A Girl's Guide to Moving On, p.24Debbie Macomber
Leanne nodded as if she knew exactly the kind of person I was talking about. “In other words, he’s like Rocco but harder, with a mouth his mother should have washed out with soap.”
“Exactly. He came over to where Rocco and I were sitting and started in. Right away Rocco took offense at Sam’s language. The thing is, Sam used the same swear words when we were playing pool and Rocco didn’t object then.”
“There was probably a reason he didn’t.”
I couldn’t imagine what it would be.
Leanne answered, as if she’d heard my unspoken question. “Rocco might have been waiting to see your reaction,” she offered, “or…” She paused and a smile grew until it looked as if she was at the point of laughing.
“What?” I pressed, wanting to know.
“Or it could be that he cares for you more now than he did earlier.”
I smiled, hoping that was the case. I didn’t mention what else Sam had said about how Rocco treated relationships with women. Like Rocco told me, that was years ago. I suspected that Kaylene had been the result of one of those one-night stands.
“What happened next?” Leanne asked, drawing me back to the present.
“Sam and Rocco exchanged words and I could see Rocco was angry.” I admired the way he’d held himself together, not only with Sam but with Jake, too. He wasn’t easily manipulated into a fight.
“We left and went to a movie and he fell asleep. So much for my hot date.”
I was disappointed he hadn’t come up to the apartment with me. I didn’t want to be treated like a fragile piece of porcelain.
I waited until I was back in my apartment before I sent Rocco a text.
Me: You home?
Me: Why didn’t you come up to the apartment?
Rocco: You know why.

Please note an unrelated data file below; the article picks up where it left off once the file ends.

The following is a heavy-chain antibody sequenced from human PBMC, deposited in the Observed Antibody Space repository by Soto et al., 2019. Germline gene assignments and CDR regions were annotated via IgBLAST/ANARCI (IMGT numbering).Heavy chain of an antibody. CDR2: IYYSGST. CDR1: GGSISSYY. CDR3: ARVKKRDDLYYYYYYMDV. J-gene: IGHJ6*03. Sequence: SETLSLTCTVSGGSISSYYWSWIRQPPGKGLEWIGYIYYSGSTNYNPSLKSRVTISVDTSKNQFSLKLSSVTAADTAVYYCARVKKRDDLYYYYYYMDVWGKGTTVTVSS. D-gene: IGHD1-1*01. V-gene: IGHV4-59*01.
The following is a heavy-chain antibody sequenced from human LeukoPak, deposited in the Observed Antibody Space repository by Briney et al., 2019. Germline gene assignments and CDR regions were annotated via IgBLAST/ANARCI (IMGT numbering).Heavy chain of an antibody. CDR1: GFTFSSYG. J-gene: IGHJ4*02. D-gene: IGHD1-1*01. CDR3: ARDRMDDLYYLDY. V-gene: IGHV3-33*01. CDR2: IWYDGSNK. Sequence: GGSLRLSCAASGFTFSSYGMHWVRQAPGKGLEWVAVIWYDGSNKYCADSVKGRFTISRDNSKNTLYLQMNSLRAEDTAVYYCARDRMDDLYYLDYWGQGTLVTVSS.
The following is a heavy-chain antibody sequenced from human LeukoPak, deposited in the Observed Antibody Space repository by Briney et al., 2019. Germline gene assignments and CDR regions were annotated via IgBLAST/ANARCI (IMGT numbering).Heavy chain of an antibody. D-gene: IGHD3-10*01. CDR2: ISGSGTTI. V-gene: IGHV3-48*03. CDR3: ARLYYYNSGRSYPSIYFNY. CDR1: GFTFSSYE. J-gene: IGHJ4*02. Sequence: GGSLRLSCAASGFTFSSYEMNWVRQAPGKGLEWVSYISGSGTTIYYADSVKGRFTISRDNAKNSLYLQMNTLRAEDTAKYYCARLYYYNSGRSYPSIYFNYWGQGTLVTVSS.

Me: I wish you had.
I waited and there wasn’t any response for several minutes.
Rocco: UR not ready. Soon, baby, soon, and next time no beer.
Me: Next time no popcorn and no excuses.
Rocco: My pleasure and hopefully yours.
I made an excuse to stop by Jake’s house on Sunday afternoon. I called ahead and offered to pick up Owen. Jake readily agreed, and I suspected he was looking to avoid Nichole, especially after he’d made such an ass of himself at Cassie and Steve’s wedding reception.
When I arrived I found Owen sitting in front of the television, watching a movie. Happy to see me, my grandson leaped up and ran around the living room in his bare feet before racing into my arms.
“She’s at home,” I told him as I lifted him up and rested him on my hip. It wouldn’t be much longer that he’d let me do that. Owen liked to think of himself as a big boy, especially now that he attended preschool.
“Did you have a good time with your daddy?” I asked him.
Owen nodded. “He took me to see Santa and he let me dwive the golf cart.”
I made eye contact with my son and gave him a thumbs-up sign. More often than not, Owen mentioned the sitters who looked after him on the weekends he was with his father. It worried me that Jake didn’t spend quality time with his son.
“Can I get you anything, Mom?” Jake asked.
“Water,” I said, although I wasn’t thirsty. I followed him into the kitchen and Owen returned to watching his SpongeBob movie, which I swear he should know by heart by this time. The toddler sat cross-legged in front of the television with his play tow truck at his side.
Jake took two bottles of water out of the refrigerator and handed me one. His look was mildly defiant. “I suppose you’re here to lecture me about last weekend. If so, don’t bother.”
“That wasn’t my intention.”
“I’m here to talk about your father.”
Jake opened his water and took a swig. “What about Dad?”
It occurred to me that Sean might not have told Jake his news. Seeing how close the two were, I found that hard to believe. “I’m worried about him.”
“We all are, but there’s nothing more we can do.”
I could hardly believe our son’s flippant reaction to the fact that his father was dying. “I think we should both do whatever we can to help him through the next six months,” I said pointedly.
“What can I do?” Jake asked, stretching out his arms palms up in question. “First off, I’ve got my own life. I work fifty hours a week and then I’ve got Owen every other weekend. I don’t have time for myself as it is. I’ll do what I can, Mom, you know that, but there really isn’t much I can do other than check up on him.”